Dissections at E5.5–8.5 demonstrated that Brg1+/−;Brm−/− double mutants are already significantly underrepresented at this early stage of embryogenesis (Table 3). In addition to the 140 embryos that were genotyped at this stage, 11 empty deciduae were observed that could not be genotyped because of maternal contamination. If these empty deciduae were from Brg1+/−;Brm−/− embryos that failed to implant properly, then this genotypic class would have been represented at the expected frequency (25/151 = .166 versus .167 expected). To explore this possibility, we performed blastocyst outgrowths. Following double-heterozygous intercrosses, blastocysts were isolated, cultured for 7 days ex vivo, photographed under a dissection microscope, and then genotyped. Two types of outgrowths were observed in these experiments. Normal outgrowths hatched from the zona pellucida, trophoblast giant cells from the trophectoderm attached to and spread out across the tissue culture wells, and inner cell masses (ICM) underwent extensive cell proliferation (Figure 2A). These events recapitulate certain aspects of peri-implantation development. In contrast, abnormal outgrowths did not hatch from the zona pellucida and neither the trophectoderm nor the ICM showed any signs of growth (Figure 2B). Unlike the other genotypic classes, in which >90% of the blastocyst outgrowths were normal, only 40% of the Brg1+/−;Brm−/− double mutant blastocysts gave rise to normal outgrowths, whereas 60% were abnormal (Figure 2C). These results support the idea that Brg1+/− blastocysts on a Brm-deficient background are susceptible to implantation defects. This situation is similar to the implantation defect of Brg1−/− blastocysts except the penetrance was ~50% instead of 100%.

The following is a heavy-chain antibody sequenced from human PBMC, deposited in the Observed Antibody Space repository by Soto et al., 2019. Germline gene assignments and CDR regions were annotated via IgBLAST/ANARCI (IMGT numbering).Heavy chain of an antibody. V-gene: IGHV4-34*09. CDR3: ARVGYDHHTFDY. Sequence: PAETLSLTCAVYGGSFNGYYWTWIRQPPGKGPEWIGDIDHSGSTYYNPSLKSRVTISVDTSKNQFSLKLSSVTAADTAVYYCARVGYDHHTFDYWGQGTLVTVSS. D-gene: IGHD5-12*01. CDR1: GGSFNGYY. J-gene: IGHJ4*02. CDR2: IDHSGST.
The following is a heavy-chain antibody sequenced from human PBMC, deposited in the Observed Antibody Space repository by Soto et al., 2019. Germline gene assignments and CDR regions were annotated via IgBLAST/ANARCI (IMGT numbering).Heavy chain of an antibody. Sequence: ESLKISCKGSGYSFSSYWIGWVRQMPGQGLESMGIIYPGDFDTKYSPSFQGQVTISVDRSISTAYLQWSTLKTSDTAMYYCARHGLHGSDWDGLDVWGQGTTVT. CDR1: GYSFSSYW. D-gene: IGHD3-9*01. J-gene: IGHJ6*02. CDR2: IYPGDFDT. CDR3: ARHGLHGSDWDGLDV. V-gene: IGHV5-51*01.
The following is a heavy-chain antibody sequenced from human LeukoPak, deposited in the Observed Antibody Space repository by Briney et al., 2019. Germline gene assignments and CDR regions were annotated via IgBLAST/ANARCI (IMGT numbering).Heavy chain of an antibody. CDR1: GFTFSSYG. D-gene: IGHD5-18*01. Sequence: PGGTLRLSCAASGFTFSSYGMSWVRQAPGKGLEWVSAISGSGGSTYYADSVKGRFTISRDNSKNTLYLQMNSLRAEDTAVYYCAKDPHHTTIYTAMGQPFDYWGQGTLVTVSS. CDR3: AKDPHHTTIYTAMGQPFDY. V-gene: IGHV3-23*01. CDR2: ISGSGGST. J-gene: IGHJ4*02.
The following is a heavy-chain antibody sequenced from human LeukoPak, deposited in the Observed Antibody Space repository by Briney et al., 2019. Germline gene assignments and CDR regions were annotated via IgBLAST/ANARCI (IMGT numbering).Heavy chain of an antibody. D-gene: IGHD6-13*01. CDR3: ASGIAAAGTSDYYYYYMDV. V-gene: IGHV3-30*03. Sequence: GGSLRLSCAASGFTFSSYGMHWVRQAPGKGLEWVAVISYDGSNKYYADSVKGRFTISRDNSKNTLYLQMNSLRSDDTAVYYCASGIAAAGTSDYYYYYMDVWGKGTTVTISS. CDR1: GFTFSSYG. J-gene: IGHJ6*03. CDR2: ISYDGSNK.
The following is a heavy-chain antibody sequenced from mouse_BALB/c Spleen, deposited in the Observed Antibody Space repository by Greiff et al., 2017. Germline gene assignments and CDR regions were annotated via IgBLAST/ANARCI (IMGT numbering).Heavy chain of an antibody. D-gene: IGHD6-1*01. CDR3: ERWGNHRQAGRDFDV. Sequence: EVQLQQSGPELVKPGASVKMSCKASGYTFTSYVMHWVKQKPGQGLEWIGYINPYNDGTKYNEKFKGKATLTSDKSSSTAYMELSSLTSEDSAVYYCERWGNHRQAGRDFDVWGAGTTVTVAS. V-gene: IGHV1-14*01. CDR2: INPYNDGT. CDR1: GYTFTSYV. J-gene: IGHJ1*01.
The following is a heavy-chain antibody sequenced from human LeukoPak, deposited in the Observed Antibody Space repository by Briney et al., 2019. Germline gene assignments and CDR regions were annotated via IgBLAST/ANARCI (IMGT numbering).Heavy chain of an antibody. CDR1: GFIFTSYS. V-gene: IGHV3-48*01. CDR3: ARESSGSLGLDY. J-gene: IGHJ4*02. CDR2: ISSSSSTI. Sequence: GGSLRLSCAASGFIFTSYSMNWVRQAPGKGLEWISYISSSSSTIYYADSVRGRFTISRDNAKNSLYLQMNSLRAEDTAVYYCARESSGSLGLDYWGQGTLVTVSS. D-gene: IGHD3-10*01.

Another difference between Brg1+/−;Brm−/− and Brg1−/− embryos is the specific timing of their peri-implantation phenotype. When we performed double-heterozygous intercrosses and flushed embryos from the uterine tract after the onset of implantation at E5.0, Brg1+/−;Brm−/− embryos were not underrepresented (7 observed compared to 8 expected). This suggests that Brg1+/−;Brm−/− embryos do not exhibit delayed implantation or a failure to implant. In contrast, previous experiments with Brg1 intercrosses indicated that Brg1−/− embryos were overrepresented under the same conditions (Bultman et al 2000), suggesting that they do not implant normally.